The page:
Singapore’s approach to corporate governance is based on both primary legislation (the relevant statute dealing with corporate governance is the Companies Act) and non-statutory regulations, which is the Code, which, as mentioned above, applies to listed companies on a “comply or explain” basis.
The Code requires compliance with these provisions:-
- The Board’s Conduct of Affairs. The board should work with management to achieve long-term success and management remains accountable to the board.
- Board Composition and Guidance. There should be a strong and independent element on the board, which is able to exercise objective judgment on corporate affairs independently.
- Chairman and CEO. There should be a clear division of responsibilities between the leadership of the board and the executives responsible for managing the company's business.
- Board Membership. There should be a formal and transparent process for the appointment and re-appointment of directors to the board.
- Board Performance. There should be a formal annual assessment of the effectiveness of the board as a whole and its board committees and the contribution by each director to the effectiveness of the board.
- Access to Information. In order to fulfil their responsibilities, directors should be provided with complete, adequate and timely information prior to board meetings and on an on-going basis so as to enable them to make informed decisions to discharge their duties and responsibilities.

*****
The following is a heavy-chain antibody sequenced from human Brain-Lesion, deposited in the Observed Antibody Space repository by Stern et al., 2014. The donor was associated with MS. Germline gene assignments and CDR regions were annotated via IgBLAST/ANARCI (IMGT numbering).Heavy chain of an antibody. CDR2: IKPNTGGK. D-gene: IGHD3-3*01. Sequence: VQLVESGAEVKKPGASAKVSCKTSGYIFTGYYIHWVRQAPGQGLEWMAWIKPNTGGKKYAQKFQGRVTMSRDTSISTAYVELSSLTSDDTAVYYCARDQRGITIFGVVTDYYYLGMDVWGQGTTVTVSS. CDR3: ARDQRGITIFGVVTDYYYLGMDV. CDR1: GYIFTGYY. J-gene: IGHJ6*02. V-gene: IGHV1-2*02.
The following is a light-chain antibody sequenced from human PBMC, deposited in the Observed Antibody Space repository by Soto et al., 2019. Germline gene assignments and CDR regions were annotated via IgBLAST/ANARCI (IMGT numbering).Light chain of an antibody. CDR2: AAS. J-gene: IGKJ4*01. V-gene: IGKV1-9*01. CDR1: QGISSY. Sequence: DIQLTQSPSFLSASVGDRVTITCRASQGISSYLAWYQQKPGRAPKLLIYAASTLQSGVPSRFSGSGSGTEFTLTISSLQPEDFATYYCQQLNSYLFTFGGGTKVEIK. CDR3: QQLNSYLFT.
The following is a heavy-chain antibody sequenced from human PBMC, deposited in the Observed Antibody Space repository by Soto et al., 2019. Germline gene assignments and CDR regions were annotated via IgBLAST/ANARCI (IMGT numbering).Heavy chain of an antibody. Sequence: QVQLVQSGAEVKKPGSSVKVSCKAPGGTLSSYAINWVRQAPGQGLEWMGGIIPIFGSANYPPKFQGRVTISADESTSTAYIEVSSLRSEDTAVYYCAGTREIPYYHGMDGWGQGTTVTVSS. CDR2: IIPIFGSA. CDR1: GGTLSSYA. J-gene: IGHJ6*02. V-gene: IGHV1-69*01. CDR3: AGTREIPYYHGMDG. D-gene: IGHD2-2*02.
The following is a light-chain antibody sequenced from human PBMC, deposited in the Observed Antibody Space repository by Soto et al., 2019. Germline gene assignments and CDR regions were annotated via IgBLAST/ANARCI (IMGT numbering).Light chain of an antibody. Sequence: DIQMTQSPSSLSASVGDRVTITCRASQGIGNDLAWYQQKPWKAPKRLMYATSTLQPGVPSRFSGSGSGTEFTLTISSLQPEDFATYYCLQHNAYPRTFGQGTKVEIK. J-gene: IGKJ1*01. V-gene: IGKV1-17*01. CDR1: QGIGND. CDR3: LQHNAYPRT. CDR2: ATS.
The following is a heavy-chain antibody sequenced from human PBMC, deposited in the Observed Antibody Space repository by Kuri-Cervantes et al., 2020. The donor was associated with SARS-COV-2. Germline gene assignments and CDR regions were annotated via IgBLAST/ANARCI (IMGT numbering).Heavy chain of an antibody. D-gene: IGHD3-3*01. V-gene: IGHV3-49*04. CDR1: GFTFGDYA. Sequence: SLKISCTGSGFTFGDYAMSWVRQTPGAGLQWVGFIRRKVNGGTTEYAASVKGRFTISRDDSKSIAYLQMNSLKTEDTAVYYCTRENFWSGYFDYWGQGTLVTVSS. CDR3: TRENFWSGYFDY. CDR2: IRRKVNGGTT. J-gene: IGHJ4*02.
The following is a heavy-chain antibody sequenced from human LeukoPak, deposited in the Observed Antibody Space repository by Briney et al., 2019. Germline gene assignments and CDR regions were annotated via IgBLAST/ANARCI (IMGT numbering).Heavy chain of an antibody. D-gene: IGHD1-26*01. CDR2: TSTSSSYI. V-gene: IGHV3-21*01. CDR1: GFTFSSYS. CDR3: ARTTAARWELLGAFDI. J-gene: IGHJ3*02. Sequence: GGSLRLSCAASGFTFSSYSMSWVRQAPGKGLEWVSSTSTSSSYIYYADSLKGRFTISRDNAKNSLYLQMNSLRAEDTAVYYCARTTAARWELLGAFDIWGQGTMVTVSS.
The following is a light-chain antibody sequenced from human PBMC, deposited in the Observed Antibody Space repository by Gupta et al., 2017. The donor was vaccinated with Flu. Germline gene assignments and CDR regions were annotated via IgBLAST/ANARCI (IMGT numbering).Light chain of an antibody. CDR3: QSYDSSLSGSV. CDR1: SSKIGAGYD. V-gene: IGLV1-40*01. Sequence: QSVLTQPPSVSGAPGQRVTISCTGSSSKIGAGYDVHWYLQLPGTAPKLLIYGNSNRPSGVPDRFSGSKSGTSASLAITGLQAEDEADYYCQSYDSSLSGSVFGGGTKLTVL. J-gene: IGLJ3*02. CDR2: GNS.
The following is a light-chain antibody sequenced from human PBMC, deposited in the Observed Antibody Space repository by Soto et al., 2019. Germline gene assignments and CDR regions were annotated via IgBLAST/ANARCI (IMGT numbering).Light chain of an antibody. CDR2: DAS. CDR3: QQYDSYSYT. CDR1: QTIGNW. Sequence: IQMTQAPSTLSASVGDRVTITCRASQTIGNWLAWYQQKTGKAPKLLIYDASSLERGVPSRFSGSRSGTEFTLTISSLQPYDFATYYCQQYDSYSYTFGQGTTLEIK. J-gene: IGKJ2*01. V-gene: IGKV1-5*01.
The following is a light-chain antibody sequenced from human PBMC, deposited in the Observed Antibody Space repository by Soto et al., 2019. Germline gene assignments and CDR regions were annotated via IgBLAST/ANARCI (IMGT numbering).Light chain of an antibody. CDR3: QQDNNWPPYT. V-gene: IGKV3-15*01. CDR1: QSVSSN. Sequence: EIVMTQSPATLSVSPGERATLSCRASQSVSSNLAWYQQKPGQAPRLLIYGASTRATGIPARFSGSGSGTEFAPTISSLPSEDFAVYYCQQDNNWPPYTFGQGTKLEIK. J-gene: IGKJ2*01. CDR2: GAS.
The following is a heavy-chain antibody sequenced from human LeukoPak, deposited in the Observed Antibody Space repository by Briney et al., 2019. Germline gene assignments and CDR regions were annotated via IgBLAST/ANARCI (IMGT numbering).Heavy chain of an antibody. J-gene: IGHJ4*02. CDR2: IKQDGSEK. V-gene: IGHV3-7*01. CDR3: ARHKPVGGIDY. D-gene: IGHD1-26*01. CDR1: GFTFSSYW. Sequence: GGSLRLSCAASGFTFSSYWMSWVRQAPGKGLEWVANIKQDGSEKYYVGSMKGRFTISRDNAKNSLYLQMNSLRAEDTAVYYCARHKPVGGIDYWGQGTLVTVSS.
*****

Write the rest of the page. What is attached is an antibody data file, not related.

- Procedures for Developing Remuneration Policies. There should be a formal and transparent procedure for developing policy on executive remuneration and for fixing the remuneration packages of individual directors.
Level and Mix of Remuneration. The level and structure of remuneration should be aligned with the long-term interest and risk policies of the company, and should be appropriate to attract, retain and motivate:-
- the directors to provide good stewardship of the company; and
- key management personnel to successfully manage the company.
- Disclosure on Remuneration. Every company should provide disclosure in relation to its remuneration policies to enable investors to understand the link between remuneration paid to directors and key management personnel, and performance.
- Risk Management and Internal Controls. The board should ensure that management maintains a sound system of risk management and internal controls to safeguard shareholders' interests and the company's assets.
- Accountability. The board should present a balanced and understandable assessment of the company's performance, position and prospects.
- Audit Committee. The board should establish an audit committee with written terms of reference which clearly set out its authority and duties.
- Internal Audit. The company should establish an effective internal audit function that is adequately resourced and independent of the activities it audits.
- Shareholders Rights. Companies should treat all shareholders fairly and equitably, and should continually recognise, protect and facilitate the exercise of shareholders' rights.
- Communication with Shareholders. Companies should actively engage their shareholders and put in place an investor relations policy to promote regular, effective and fair communication with shareholders.
- Conduct of Shareholder Meetings. Companies should encourage greater shareholder participation at general meetings of shareholders, and allow shareholders the opportunity to communicate their views on various matters affecting the company.
Distinctions between non-compliance with the Code and sustainability reporting
The environmental and social policies applicable to listed companies are only recommended and are not mandatory, thus any non-compliance with the Sustainability Guide will not require an explanation for such non-compliance. The governance policies in the Code, on the other hand, is relatively more stringent and any deviation must be reported and rationalised.